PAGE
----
State Sen. Bill Stanley, who is representing Pittsylvania County in its long-running court battle over prayer, believes a recent U.S. Supreme Court decision will persuade a federal judge to lift an injunction blocking the Board of Supervisors from praying in Jesus’ name at meetings.
Stanley filed a 25-page supplemental brief last week with the Fourth Circuit Court of Appeals, which ordered additional written arguments regarding the impact of the Supreme Court’s ruling in Town of Greece, N.Y. v. Galloway.
The New York case involved two residents — one Jewish and one an atheist — who sued Greece near Rochester, N.Y., in 2008 for allowing local ministers to open town meetings with Christian prayer.
In a 5-4 decision, the Supreme Court said that Christian prayer at government meetings does not violate the Constitution’s First Amendment ban on the establishment of religion.
Instead, a majority of justices said prayer is part of the nation’s heritage and tradition and is intended to lend gravity to public proceedings and acknowledge the place religion holds in the lives of many private citizens.
Chatham lawyer Barbara Hudson and the Virginia Chapter of the American Civil Liberties Union sued supervisors in 2011 over the board’s practice of opening meetings with Christian prayer.
Hudson said the prayers, which often mentioned Jesus Christ, made non-Christians feel unwelcome and like an “outsider.”
U.S. District Judge Michael Urbanski agreed and issued a permanent injunction against supervisors in 2013.
The judge later ordered the county to pay the ACLU more than $50,000 in legal fees.
In the brief, Stanley argued that the recent decision by the Supreme Court requires the court of appeals to reverse the district court judge’s ruling.
He also pointed out that, because Hudson’s claim against the board has “ultimately failed,” she and the ACLU are not entitled to attorneys’ fees from county taxpayers.
“Yesterday, we filed a supplemental brief with the Fourth Circuit Court of Appeals that we believe will resolve the Pittsylvania County prayer issues once and for all,” Stanley said.
“The Supreme Court has demonstrated that Hudson’s and the ACLU’s position on this matter was flat wrong, and as a result, Hudson and the ACLU should not benefit from the error of their ways,” he said.
Stanley also filed a motion to dissolve the injunction at the federal district court level.
“We are confident that we will win on the merits of this case, and prove once and for all that the members of the Board of Supervisors and their tradition of an opening invocation did not violate the First Amendment of the Constitution,” he said.
“This is just another step in the fight to protect religious liberty, and I am proud of the Pittsylvania County Board of Supervisors for standing up for what is right.”
The ACLU countered with a motion opposing supervisors’ request to end the injunction, saying the county case is significantly different from the Greece decision.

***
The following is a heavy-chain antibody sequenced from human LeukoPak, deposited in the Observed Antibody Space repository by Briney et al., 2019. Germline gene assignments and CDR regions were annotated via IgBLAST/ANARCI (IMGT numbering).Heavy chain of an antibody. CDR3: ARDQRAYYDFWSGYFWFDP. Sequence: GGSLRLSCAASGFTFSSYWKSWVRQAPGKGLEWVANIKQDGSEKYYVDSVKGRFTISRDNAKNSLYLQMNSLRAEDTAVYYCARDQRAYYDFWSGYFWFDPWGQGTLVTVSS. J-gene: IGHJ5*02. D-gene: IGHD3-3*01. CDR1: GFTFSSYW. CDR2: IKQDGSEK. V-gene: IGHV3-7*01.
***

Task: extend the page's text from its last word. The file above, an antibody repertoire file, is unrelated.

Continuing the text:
While the Supreme Court held that governmental bodies my include sectarian prayers, “the court did not, however, give government bodies unlimited authority to engage in prayer in whatever manner they please,” said ACLU Legal Director Rebecca K. Glenberg.
Glenberg noted that the town of Greece invited clergy from all local religious organizations to deliver the prayer.
“Its leaders maintained that a minister or layperson of any persuasion, including an atheist, could give the invocation,” she said.
“Pittsylvania County, by contrast, does not make its opening invocations open to all comers, but only to Board of Supervisors members,” said Glenberg.
Another key difference, according to the ACLU, is that Greece officials did not ask audience members to participate in prayer.
Supervisors, on the other hand, ask audience members to rise for the prayer, Glenberg said.
“Unlike in Greece, the facts of this case indicate that the board used its prayer opportunity to advocate for Christian beliefs before county residents,” she said.
The ACLU wants the injunction to stand or at least keep supervisors from “coercing any participation” in invocations, including by directing or requesting those present to stand, bow their heads, or otherwise indicate agreement with the prayers.
Since the injunction, supervisors have held silent prayer, but ministers and other residents have continued praying in Jesus Christ’s name during the hearing of citizens at board meetings.
Tunstall District Supervisor Tim Barber, who was chairman of the board when the ACLU lawsuit was filed, said the board’s prayers were not meant to offend or exclude anyone.
“In the end, God won out as I knew he always would,” Barber said. “Hopefully, now this motion to vacate the injunction allows the Board of Supervisors to get back to what we were doing before: having Christian prayer in Pittsylvania County.”